Building a work community when you’re going it alone

Courtney E. Martin on the secret to a successful freelance life

sea of people

Unlike our parents or grandparents, many of whom could count on working at one company their entire career, the average American currently switches jobs every 4.6 years. And in a surprising shift, 40% of the U.S. workforce is now freelance.

There are a lot of reasons for this, some worker driven, some not. But when you find yourself navigating both the freedom and uncertainty of freelance life, is there a secret to thriving in this new work world?


the new better off book cover


In a word, “community,” writes journalist Courtney E. Martin in her new book, The New Better Off, in which she re-examines the American Dream and what the good life really means.

The most successful freelancers, Martin found, have broad and diverse networks of “ideal collaborators” to help them through the highs and lows of freelancing.

Martin would know. At 36, she has never worked a full-time job. Instead, she has created a career out of various writing and speaking assignments. The upsides include enormous flexibility and being able to do work she cares about with people she really likes.

The downsides include financial insecurity and isolation.

“I think the financial insecurity is always going to be there,” she says. “But the isolation is something we can actually do something about.”

Here are some of Martin’s tips on how to fight the isolation and expand your community to help you lead a more successful professional and personal life.


Get out of your pajamas

One of the easiest ways to build community when you’re an independent worker is by setting up shop in a coworking space. Martin dedicates an entire chapter of her book to coworking, where people from different kinds of jobs work together in a shared workspace.

“You get the benefits of community that should exist in the traditional workplace, but in this case, there’s that voluntary vibe,” she says. “You show up when you want to, leave when you want to, and you’re magnetized towards people you genuinely like, not people you get assigned to work with.”

What’s more, according to a Harvard Business Review article she cites, workers in coworking spaces report higher happiness levels than those in traditional office spaces.


Be “kind, generous, and curious”

This may sound obvious, but the best way to build your professional network is to make friends. Be open and genuinely interested in getting to know a diverse group of people. The richest networks, according to Martin, are those composed of people working in a bunch of different fields.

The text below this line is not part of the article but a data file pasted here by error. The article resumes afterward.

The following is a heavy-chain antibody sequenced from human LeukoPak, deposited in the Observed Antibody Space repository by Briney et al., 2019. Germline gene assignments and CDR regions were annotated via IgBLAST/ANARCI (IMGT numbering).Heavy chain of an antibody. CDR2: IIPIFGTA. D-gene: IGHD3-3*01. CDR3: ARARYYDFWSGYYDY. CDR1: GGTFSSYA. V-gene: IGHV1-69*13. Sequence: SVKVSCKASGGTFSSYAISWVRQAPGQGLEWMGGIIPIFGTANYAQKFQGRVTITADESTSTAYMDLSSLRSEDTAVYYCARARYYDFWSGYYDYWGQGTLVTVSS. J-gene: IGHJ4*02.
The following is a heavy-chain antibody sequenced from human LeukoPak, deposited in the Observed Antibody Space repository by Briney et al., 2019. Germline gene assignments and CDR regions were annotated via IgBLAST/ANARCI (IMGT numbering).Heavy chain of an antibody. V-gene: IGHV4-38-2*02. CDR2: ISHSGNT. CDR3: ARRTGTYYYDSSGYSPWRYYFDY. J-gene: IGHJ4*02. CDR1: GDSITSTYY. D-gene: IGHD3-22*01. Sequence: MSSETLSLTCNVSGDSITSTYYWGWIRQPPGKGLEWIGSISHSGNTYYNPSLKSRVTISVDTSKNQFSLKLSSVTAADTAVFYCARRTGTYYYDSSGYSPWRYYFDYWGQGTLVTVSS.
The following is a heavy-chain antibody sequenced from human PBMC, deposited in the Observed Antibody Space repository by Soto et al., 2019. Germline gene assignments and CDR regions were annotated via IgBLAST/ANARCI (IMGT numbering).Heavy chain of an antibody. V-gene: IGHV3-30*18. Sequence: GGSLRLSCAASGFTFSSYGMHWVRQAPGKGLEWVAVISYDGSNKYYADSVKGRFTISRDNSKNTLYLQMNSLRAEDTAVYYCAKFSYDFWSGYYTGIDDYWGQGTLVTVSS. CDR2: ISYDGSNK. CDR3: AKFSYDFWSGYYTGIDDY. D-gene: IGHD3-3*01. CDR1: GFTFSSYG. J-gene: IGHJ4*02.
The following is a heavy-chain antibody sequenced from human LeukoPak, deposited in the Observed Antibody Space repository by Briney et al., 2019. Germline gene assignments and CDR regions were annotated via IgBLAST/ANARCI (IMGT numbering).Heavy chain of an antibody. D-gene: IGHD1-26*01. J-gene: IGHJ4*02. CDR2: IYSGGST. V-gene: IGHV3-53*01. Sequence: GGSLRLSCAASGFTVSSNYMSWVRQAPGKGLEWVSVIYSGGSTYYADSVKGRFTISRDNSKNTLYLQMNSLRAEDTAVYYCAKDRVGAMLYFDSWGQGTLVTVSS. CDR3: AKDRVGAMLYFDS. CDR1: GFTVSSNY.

“I think the biggest mistake people make with networking is when they think it’s a separate mode from just being a kind, generous, curious human being,” she says.

She warns against seeing these relationships as transactional, like that person at a mixer who works the room collecting business cards. It’s more about knowing lots of people and leaving room for serendipity.

“I think the biggest mistake people make with networking is when they think it’s a separate mode from just being a kind, generous, curious human being,” she says.


Courtney Martin
Photograph by Ryan Lash.


What about the introverts?

Brilliant networkers tend to be personable and skilled at cultivating relationships. But what if you find yourself on the shyer side?

Get savvy at social media, advises Martin. “It’s a huge gift for introverts.”

So if you’re timid and there’s someone you admire or would like to know, she recommends following them on Twitter and Facebook.

“Tweet their stuff and tell them you like it,” she says.

She also advises that you can stand out by mastering the art of the beautifully crafted email. Martin once helped a woman land a job after receiving such an email in her inbox. (The woman later wrote about the experience for the New York Times.)


Confidence is contagious

Last, and this may sound counterintuitive in a culture that thrives on competition, but when you’re cultivating new relationships, in person or online, don’t be threatened by those who are more successful than you. Be inspired by them.

It’s called “shine theory” and was coined by the journalist Ann Friedman. Essentially it means this: Being friends with smart, accomplished, interesting, creative people will make you look better, not worse. Their shine won’t eclipse you, it will make you glow as well.

“I really love that idea of not shying away from other people’s successes,” says Martin. “That kind of mindset propels you in a different way than if you’re seeing everybody else like ‘They are what I don’t have.’”


Emily Brady once landed a job through someone she met at the grocery store.

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